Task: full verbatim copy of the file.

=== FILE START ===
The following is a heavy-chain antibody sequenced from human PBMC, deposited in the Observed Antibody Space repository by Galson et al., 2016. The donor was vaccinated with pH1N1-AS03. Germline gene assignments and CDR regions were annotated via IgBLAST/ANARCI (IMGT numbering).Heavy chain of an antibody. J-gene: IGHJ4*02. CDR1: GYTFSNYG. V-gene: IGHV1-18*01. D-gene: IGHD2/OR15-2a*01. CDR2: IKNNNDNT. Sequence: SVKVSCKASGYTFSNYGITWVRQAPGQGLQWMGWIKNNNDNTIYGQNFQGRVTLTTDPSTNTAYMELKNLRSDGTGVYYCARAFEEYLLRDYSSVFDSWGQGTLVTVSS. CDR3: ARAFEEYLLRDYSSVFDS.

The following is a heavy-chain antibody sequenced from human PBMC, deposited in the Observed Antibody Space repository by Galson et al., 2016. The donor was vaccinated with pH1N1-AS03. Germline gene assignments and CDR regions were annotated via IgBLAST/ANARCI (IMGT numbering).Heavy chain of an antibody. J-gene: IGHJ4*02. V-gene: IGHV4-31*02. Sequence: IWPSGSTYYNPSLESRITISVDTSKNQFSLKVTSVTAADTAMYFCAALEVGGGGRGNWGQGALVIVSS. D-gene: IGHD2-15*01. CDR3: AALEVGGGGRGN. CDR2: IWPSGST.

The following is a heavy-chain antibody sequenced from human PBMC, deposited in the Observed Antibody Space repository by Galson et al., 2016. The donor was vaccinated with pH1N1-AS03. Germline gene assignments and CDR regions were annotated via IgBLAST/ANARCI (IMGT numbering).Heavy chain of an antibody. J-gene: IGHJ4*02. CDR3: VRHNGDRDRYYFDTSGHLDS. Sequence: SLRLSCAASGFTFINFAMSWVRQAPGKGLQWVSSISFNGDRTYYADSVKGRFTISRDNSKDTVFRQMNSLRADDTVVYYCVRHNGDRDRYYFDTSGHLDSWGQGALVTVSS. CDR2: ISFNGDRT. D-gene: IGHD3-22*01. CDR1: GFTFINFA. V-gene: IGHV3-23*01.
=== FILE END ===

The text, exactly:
The following is a heavy-chain antibody sequenced from human PBMC, deposited in the Observed Antibody Space repository by Galson et al., 2016. The donor was vaccinated with pH1N1-AS03. Germline gene assignments and CDR regions were annotated via IgBLAST/ANARCI (IMGT numbering).Heavy chain of an antibody. J-gene: IGHJ4*02. CDR1: GYTFSNYG. V-gene: IGHV1-18*01. D-gene: IGHD2/OR15-2a*01. CDR2: IKNNNDNT. Sequence: SVKVSCKASGYTFSNYGITWVRQAPGQGLQWMGWIKNNNDNTIYGQNFQGRVTLTTDPSTNTAYMELKNLRSDGTGVYYCARAFEEYLLRDYSSVFDSWGQGTLVTVSS. CDR3: ARAFEEYLLRDYSSVFDS.

The following is a heavy-chain antibody sequenced from human PBMC, deposited in the Observed Antibody Space repository by Galson et al., 2016. The donor was vaccinated with pH1N1-AS03. Germline gene assignments and CDR regions were annotated via IgBLAST/ANARCI (IMGT numbering).Heavy chain of an antibody. J-gene: IGHJ4*02. V-gene: IGHV4-31*02. Sequence: IWPSGSTYYNPSLESRITISVDTSKNQFSLKVTSVTAADTAMYFCAALEVGGGGRGNWGQGALVIVSS. D-gene: IGHD2-15*01. CDR3: AALEVGGGGRGN. CDR2: IWPSGST.

The following is a heavy-chain antibody sequenced from human PBMC, deposited in the Observed Antibody Space repository by Galson et al., 2016. The donor was vaccinated with pH1N1-AS03. Germline gene assignments and CDR regions were annotated via IgBLAST/ANARCI (IMGT numbering).Heavy chain of an antibody. J-gene: IGHJ4*02. CDR3: VRHNGDRDRYYFDTSGHLDS. Sequence: SLRLSCAASGFTFINFAMSWVRQAPGKGLQWVSSISFNGDRTYYADSVKGRFTISRDNSKDTVFRQMNSLRADDTVVYYCVRHNGDRDRYYFDTSGHLDSWGQGALVTVSS. CDR2: ISFNGDRT. D-gene: IGHD3-22*01. CDR1: GFTFINFA. V-gene: IGHV3-23*01.